The trade unions protested, which prompted the Federal Council to reaffirm that wage protection was indeed a ‘red line’ in its negotiations with the EU. Nevertheless, Balzaretti continued to negotiate in contravention of this mandate—which left the Swiss government with no choice but to reject any agreement negotiated on such a basis.
Unsurprisingly, Schwab praised Balzaretti, as a ‘top guy’, in the Blick article. Switzerland’s chief negotiator adopted the commission’s position on wage protection rather than sticking to the Swiss government’s, thereby instigating a fight with Swiss trade unions.
The commission’s tough, ultimately intransigent, stance on the subject is therefore not as surprising as it might have seemed at first. Equally, uncritical media reporting of the commission’s position on wage protection didn’t help. Given these conditions, the project was destined to fail before it began.
The neoliberal critics of wage-protection measures in the EU and Switzerland may be able to thrash out an agreement with no regard for those affected by their decisions—as the leading Swiss newspaper Neue Zürcher Zeitung recently recounted in detail, focusing on a high-level meeting between Switzerland and the commission in November 2018. Politically, however, the outcome will not fly, especially in a direct democracy where there is a price to pay for riding roughshod over social interests.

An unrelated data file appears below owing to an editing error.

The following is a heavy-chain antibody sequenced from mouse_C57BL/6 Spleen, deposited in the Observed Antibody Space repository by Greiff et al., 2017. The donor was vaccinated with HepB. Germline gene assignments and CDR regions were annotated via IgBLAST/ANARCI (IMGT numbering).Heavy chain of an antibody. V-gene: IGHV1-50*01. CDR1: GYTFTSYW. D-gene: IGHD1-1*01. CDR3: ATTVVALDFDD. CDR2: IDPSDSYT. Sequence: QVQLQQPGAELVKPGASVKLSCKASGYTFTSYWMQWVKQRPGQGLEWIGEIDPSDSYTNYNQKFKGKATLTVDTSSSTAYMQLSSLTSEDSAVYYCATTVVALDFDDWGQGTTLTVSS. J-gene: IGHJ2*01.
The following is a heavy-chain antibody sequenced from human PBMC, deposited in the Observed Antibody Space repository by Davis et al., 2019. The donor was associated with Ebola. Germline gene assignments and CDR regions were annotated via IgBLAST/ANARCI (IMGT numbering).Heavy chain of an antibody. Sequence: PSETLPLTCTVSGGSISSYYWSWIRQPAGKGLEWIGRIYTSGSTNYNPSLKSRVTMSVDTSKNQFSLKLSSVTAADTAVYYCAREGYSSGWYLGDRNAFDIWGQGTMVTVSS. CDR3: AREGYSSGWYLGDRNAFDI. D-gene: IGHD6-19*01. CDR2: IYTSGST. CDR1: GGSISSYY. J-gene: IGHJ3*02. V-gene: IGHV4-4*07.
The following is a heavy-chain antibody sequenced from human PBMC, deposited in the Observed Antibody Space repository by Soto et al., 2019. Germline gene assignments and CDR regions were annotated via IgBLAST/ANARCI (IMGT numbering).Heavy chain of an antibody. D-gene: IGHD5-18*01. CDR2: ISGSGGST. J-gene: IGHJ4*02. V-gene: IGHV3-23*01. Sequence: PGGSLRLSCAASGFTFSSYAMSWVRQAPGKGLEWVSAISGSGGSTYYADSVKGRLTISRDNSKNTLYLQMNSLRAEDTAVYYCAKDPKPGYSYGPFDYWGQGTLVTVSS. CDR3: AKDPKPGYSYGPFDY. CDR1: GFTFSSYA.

What next? The current agreements must remain in place. The Swiss government has neither consented to nor signed the unacceptable proposals from the commission. Any relationship can thrive only if both parties comply with mutually agreed rules. And the commission’s demands on Switzerland regarding wage protection were supported by the European Parliament in 2019 by the narrowest of margins (330 votes to 302).
Experience within the EU shows that Germany plays a decisive role on these issues. If the Greens were to win the federal election in the autumn, there could be a major shift in the coming years. There is a possibility that positions will no longer be defined by anti-trade union hardliners, such as Schwab, but by political forces which place a different value on social issues.
In recent months, the Covid-19 crisis has led the EU fundamentally to revise its stand on matters of greater economic import, such as state intervention. Given this change in direction, the future may bring risks but also offer greater latitude. In the scheme of things, the agreements with Switzerland, which have worked well so far, are not a major cause of concern for the EU.
Internationally, the Organisation for Economic Co-operation and Development is spearheading efforts to steer tax policy down a new and interesting path. Switzerland will not be immune to these eventual changes, which may finally culminate in fairer tax rules.
Whatever happens, the left must continue to defend and expand social justice. Interesting times lie ahead for a left that is clear-eyed, focused and neither over-confident nor faint-hearted. The left was and is key to guaranteeing Switzerland’s openness to Europe, mentally and substantively. It must act as an effective and credible social advocate.